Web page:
Top nav

James River Water Levels

Westham Gauge
Gauge Height: 6.01'
Flow: 8300 cfps

Trail Conditions: Richmond


Todays Tides: Richmond Locks

High Tide: 8:06am
Low Tide: 3:00am

Twitter Feed @RichmondOutside

Instagram Feed @RichmondOutside

  • Have you checked out the new RichmondOutside podcast? riversideoutfittersrva ownerhellip
  • Really great day working with tons of volunteers clearing Evergreenhellip
  • Cool newish sign at the north entrance to the Bellehellip
  • New hardware atop Belle Isle will at least make ithellip
  • Ralph White minced no words when it came to jrpshellip
  • Friend of the program rvatrees gets ready to climb ahellip
  • Saw evidence of the growing controversy surrounding laruspark on ahellip
  • The pawpaws are in along buttermilktrail They should ripen inhellip
  • If you dont follow jamesriverpark you should The incomparable sandysdadhellip
  • Wish I could have gotten closer to this fella tohellip
  • Riding the wissahickon in philly is a blast every timehellip
  • The richmondoutside road trip arrived on the potomacriver in timehellip
Posted In: Uncategorized

Perseid shower reaches peak this weekend

August 8, 2012 9:15am

“This weekend, the sky will be ablaze with thousands of magnificent white streaks of light in what is known as the Perseids meteor shower,” reports “Although the annual shower has been active for some time now, late night on Saturday, August 11 or early morning on Sunday, August 12 will be the best times to view it.”

The meteor shower is a result of the debris left behind by the Swift-Tuttle comet. The comet was discovered 150 years ago by Americans Lewis Swift and Horace Tuttle, but it wasn’t until 1867 that Italian astronomer Giovanni Schiaparelli noticed that the Persied meteor shower was a result of Earth passing through the comet’s orbit.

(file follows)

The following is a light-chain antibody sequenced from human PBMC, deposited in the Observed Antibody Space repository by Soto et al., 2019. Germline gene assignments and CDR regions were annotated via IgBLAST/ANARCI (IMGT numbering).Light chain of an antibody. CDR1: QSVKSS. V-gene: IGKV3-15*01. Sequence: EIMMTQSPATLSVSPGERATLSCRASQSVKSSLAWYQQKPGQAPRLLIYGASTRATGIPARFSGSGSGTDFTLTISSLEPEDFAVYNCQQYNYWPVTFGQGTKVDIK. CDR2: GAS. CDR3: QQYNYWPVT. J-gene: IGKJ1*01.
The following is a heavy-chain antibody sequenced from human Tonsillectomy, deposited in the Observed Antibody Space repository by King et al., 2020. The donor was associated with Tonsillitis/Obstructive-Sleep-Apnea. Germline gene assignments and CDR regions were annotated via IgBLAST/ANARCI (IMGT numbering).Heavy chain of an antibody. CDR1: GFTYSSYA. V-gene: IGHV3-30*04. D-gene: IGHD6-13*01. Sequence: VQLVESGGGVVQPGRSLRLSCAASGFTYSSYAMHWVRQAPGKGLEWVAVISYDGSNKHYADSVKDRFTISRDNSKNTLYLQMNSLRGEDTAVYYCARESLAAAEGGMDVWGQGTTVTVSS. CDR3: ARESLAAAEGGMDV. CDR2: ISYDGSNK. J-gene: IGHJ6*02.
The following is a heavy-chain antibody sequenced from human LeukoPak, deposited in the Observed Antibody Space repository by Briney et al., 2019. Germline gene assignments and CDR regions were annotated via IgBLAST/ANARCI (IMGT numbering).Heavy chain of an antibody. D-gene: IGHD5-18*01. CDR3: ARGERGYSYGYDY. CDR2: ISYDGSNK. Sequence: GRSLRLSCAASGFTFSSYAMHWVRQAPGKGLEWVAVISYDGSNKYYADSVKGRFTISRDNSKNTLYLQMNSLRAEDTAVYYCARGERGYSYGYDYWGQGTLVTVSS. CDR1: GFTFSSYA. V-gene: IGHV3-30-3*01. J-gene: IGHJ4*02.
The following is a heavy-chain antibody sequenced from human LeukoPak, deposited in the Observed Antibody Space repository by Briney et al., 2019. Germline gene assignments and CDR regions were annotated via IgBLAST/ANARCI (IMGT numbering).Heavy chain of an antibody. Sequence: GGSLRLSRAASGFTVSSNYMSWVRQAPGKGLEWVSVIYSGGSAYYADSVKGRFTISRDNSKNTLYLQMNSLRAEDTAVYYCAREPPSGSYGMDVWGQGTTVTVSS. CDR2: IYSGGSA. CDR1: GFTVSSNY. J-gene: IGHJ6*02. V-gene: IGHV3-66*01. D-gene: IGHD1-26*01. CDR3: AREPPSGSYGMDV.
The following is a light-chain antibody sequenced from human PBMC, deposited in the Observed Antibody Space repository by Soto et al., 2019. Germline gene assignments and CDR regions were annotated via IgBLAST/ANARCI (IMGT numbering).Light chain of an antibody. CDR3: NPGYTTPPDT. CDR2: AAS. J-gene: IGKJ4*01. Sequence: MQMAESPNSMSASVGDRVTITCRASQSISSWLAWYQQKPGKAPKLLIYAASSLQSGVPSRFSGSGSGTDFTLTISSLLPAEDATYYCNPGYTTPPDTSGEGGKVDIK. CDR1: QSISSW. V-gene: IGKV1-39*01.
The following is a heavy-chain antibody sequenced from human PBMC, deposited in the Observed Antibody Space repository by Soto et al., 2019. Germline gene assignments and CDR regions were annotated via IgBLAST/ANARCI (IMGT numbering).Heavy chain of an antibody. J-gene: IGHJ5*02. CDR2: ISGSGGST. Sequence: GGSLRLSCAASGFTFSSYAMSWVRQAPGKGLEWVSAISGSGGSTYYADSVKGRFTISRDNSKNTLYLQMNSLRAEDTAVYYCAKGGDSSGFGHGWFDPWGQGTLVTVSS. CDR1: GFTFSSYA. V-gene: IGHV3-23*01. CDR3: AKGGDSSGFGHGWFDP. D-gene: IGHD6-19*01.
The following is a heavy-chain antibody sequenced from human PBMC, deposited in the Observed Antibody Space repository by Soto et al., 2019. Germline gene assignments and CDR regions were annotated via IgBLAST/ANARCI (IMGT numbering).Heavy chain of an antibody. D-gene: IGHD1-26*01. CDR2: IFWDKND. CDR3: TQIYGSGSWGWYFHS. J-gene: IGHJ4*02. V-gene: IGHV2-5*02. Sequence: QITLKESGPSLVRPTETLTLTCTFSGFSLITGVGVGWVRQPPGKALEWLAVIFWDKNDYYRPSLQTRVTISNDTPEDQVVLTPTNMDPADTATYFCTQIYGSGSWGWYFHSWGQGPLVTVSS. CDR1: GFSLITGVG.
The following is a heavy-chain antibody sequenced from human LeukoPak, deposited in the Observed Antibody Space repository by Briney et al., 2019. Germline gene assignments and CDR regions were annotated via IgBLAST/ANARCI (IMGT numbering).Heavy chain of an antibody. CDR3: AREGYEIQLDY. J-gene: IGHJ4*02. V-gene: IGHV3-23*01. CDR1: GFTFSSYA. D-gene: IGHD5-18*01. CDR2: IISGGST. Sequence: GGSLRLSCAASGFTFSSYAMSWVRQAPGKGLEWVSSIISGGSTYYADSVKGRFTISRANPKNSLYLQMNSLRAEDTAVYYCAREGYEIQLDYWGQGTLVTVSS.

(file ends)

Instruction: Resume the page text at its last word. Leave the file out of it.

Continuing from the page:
The meteor shower is visible within most of the constellation Perseus, therefore it is called the Perseid meteor shower. Look toward the northeast part of the sky for a constellation that looks like an inverted “Y.” Lucky for you outdoorsmen and women, the moon will be in its waning crescent phase and should not inhibit your view.

The best place to see the meteor shower is away from city lights. A vantage point in Shenandoah National Park, for instance, would really do the meteor shower justice. Pocahontas State Park won’t offer quite as much darkness but could be a more realistic option for most Central Virginians.

About Andy Thompson

I was the Outdoors Columnist at the Times-Dispatch from 2007 to 2013, writing twice a week about mountain biking, fishing, hunting, paddling and much more. I live a 1/4 mile from the James River, close enough to see bald eagles soaring over my house on their way to find a meal. Pretty cool, eh?